ISSN 2398-2985      

Encephalitozoonosis

6guinea pig

Synonym(s): Encephalitozoon infection


Introduction

  • Cause: infection with Encephalitozoon cuniculi, a eukaryotic organism belonging to the phylum microsporidia, in the kingdom Fungi. It is an obligate intracellular parasite. This is not a common disease entity in guinea pigs.
  • Signs: in spontaneous cases, there may be neurologic or nephritis as occurs in other species. Literature reports often finding it only at necropsy.
  • Diagnosis: usually at necropsy with histopathology. Unknown if antemortem testing like in rabbits with protein electrophoresis, serology effective. PCR testing of tissues may be possible.
  • Treatment: no reports in the literature; base on rabbit protocol.
  • Prognosis: grave.
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Pathogenesis

Etiology

  • Infection with Encephalitozoon cuniculi, a microsporidian fungi.

Predisposing factors

General

  • Possible exposure to shedding rabbits: pet stores frequently will house baby bunnies and baby guinea pigs in the same enclosure.

Specific

  • Likely pups are infected at a young age.

Pathophysiology

  • Spontaneous infection has been reported.
  • The parasite can cause a multifocal granulomatous encephalitis and multifocal lymphocytic interstitial nephritis; this is similar to lesions seen in other species.

Timecourse

  • Slow: lesions, signs may not show up until aged, or immunosuppressed.

Epidemiology

  • Likely transmitted by ingestion of food or water contaminated with spores, although possibly transplacentally.
  • Has been found in a wide variety of mammals: dogs, cats, hamsters, rabbits, guinea pigs, rats, mice, nonhuman primates and humans.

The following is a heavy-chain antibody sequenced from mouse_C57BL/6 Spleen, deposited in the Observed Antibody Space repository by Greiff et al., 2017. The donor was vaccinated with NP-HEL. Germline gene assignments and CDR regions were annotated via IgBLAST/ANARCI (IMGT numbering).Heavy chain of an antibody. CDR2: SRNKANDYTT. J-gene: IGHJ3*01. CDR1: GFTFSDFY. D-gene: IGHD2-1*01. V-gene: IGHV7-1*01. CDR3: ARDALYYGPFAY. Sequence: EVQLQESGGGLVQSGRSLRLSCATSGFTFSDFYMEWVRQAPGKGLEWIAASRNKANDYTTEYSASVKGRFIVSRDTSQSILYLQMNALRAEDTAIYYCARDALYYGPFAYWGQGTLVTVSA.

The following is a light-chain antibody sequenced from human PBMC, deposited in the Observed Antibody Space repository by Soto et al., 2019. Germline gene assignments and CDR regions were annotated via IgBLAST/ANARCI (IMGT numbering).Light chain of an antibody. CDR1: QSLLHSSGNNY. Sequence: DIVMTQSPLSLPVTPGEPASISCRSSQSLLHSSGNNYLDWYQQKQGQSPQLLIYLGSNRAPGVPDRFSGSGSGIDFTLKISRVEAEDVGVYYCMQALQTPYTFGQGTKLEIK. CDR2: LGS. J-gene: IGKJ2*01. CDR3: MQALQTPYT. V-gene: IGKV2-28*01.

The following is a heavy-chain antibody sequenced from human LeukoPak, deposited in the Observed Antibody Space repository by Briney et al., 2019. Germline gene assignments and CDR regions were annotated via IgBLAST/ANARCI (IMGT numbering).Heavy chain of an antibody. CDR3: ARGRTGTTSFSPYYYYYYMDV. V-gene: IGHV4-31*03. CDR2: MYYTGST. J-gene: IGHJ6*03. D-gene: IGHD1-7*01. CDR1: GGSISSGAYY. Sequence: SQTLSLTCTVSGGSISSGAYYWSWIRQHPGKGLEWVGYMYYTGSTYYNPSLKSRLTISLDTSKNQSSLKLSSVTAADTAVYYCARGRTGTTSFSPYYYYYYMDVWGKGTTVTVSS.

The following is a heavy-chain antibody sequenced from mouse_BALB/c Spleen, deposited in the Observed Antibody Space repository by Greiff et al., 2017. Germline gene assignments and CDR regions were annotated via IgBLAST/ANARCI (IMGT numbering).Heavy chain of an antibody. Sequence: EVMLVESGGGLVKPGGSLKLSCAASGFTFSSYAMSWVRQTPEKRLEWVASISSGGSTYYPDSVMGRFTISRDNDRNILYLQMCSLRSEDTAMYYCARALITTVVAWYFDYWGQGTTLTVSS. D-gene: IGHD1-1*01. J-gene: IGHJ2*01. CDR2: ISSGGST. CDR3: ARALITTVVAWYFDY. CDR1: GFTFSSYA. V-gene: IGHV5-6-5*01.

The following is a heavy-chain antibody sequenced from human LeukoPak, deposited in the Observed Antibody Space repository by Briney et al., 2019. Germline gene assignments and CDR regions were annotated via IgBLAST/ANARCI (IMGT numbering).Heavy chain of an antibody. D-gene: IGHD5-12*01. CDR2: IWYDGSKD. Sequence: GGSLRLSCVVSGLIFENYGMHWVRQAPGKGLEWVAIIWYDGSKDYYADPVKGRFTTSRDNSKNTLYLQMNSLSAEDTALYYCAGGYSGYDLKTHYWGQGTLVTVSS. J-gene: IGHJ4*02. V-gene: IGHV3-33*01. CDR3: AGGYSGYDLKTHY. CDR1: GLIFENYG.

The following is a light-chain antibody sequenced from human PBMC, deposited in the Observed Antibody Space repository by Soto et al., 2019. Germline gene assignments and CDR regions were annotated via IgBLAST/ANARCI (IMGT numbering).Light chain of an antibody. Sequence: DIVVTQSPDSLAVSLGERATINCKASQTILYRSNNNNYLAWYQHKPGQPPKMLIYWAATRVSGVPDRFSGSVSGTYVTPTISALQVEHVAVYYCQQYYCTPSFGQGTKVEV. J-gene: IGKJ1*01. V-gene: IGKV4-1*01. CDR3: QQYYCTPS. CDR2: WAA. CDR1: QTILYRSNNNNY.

• Baby rabbits and guinea pigs should not be housed in the same enclosure (done at many pet stores).

Diagnosis

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Treatment

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Prevention

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Outcomes

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Further Reading

Publications

Refereed papers

  • Recent references from PubMed and VetMedResource.
  • Wan C-H, Franklin C, Riley K et al (1996) Diagnostic exercise: Granulomateous excephalitis in guinea pigs. Lab Anim Sci 46 (2), 228-230 PubMed.
  • Illanes O G, Tiffani-Castiglioni E, Edwards J F & Shadduck J A (1993) Spontaneous encephalitozoonosis in an experimental group of guinea pigs. J Vet Diag Invest 5 (4), 649-651 PubMed.

Other sources of information

  • Percy D H & Barthold S W (2007) Guinea Pigs. In: Pathology of Laboratory Rodents and Rabbits. 3rd edn. Eds: Percy D H & Barthold S W. Blackwell Publishing. pp 237.
  • Harkness J E, Murray K A & Wagner J E (2002) Biology and diseases of guinea pigs. In: laboratory animal medicine. 2nd edn. Eds: Fox J G, Anderson L C, Loew F M, Quimby F W. Academic Press. pp 203-246.

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